The Whole Truth: a Continuing Discussion

Marc Wrasse

There are people who visit the special exhibition The Whole Truth not once or twice but a few dozen times: museum guides, those of us who accompany visitors through the exhibition. This time, though, our job isn’t to introduce the exhibits and their deeper meaning but instead to elicit commentary from this very real and tangible general public – and to moderate any discussion that follows. After all, the questions on which the exhibition is based also came from visitors. The museum reflects them in a great number of objects that the curators sought out.

The exhibits are very various and consistently surprising; they strike a wide range of cadences as well. Most visitors are astounded and speechless at the chutzpah of some curatorial arrangements. But as soon as a group begins to move through the exhibition and to engage with its guide, the speechlessness transforms into eloquence. Contradicting opinions are expressed, as they often are, in front of an exhibit. Here, though, you notice that it’s not about one opinion being more true than another, or about the object and its historical significance, but rather about talking about it. Simply about having a reaction and an opinion.

And so many clichés and prejudices about Judaism also circulate in the exhibition: but not in a way that they’re showcased and debunked. In five boxes you yourself can vote on prejudices, and it would probably be a prejudice to read this only as a malevolent mirror. Rather, the visitors’ very different and sometimes contradicting reactions show that there isn’t a right or wrong attitude towards these clichés. In fact, it’s first and foremost about bringing them into the open. And occasionally laughing at them.

At the end of a tour, even the silent visitors see what a wide range of relevant and yet varied reactions to the exhibition is possible. A formidable installation on an entire wall has emerged from the single notes and post-its that replaced the usual visitors’ book: Berlin’s general public has augmented the exhibition with it’s own contribution. There, you can read not only witty commentaries but you can also see how remarkably freely and imaginatively people have endorsed, caricatured, or expanded on the opinions of others’ with their own thoughts. And for a happy moment the viewer may realize that “the whole truth” is more than an ironic catchphrase: it could actually exist, as a continuous, inviting, and unending discussion that people and things enter into for the time that they’re gathered here together. On that note, come to the exhibition!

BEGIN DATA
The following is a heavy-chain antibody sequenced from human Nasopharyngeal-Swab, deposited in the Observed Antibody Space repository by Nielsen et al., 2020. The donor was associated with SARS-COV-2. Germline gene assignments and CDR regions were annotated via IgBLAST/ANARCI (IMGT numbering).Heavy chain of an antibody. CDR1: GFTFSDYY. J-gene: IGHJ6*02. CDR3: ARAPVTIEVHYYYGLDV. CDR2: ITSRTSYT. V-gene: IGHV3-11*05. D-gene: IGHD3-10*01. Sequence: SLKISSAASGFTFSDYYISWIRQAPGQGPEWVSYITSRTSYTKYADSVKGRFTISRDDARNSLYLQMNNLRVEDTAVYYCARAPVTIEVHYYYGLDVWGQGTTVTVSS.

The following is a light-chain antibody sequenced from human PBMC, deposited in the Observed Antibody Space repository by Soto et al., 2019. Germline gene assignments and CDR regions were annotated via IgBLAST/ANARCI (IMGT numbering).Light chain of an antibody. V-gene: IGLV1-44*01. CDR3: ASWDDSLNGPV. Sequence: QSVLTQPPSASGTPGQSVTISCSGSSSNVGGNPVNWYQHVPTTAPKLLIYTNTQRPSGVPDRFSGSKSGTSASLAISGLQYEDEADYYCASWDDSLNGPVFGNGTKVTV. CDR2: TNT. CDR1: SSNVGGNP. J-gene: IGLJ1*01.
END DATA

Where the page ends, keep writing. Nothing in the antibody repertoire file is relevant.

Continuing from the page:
Marc Wrasse, Guide

Five pillars with the inscriptions: "business savy?", "fond of animals?", "influential?", "intelligent?", "beautiful?"

Barometer for the question “Are Jews particularly …?” in the exhibition The Whole Truth; Jewish Museum Berlin, photo: Linus Lintner

Citation recommendation: 
Marc Wrasse (2013), The Whole Truth: a Continuing Discussion.
URL: www.jmberlin.de/en/node/6425
Behind the Scenes (7) Entries on the Exhibition "The Whole Truth" Show all

Entries on the Exhibition "The Whole Truth"

What obstacles had to be overcome to open the exhibition The Whole Truth (2013), how it felt as a Jew to sit in a glass case in the exhibition, how visitors reacted, what further things developed out of the exhibition...

Trials of a Truth Seeker

Michal Friedlander on the countdown before the opening of the exhibition The Whole Truth

Ask the Rabbi

Martina Lüdicke about the shooting of the film installation in the exhibition The Whole Truth

In the Showcase

Olga Mannheimer about her experiences in the exhibition The Whole Truth

From Wagner to the Weather

Signe Rossbach about her two hours as a living exhibition object in the show The Whole Truth

Conversion and Controversy

Naomi Lubrich on the new interest in this topic and on religious loyalty

The Whole Truth: a Continuing Discussion

Guide Marc Wrasse about group discussions in the exhibition

After the Exhibition is Before the Exhibition

Martina Lüdicke on the decision to dedicate a separate exhibition to questions of circumcision

Firsthand Stories (5) A Tour of Tour Experiences Show all

A Tour of Tour Experiences

Some of our guides, as well as a few visitors, have written here about experiences they had on various tours at the Jewish Museum Berlin.

Jerusalem for All the Senses

A tour for the blind and vision impaired through the exhibition Welcome to Jerusalem at the Jewish Museum Berlin. A piece by Gerald Pirner.

Intense Encounters in “Jerusalem”

How school children react to the tour through the exhibition Welcome to Jerusalem. A conversation with Marc Wrasse

On the Hamster Wheel of Argumentation

Andy Simanowitz, guide in the exhibition Snip it!, reports on stubborn questions and spirals of argumentation.

How about more tolerance for ambiguity?

Mohamed Ibrahim and Shemi Shabat talk about their tandem guided tour Jerusalem in Dialogue

The Whole Truth: a Continuing Discussion

Guide Marc Wrasse about group discussions in the exhibition

Stereotypes/Prejudice

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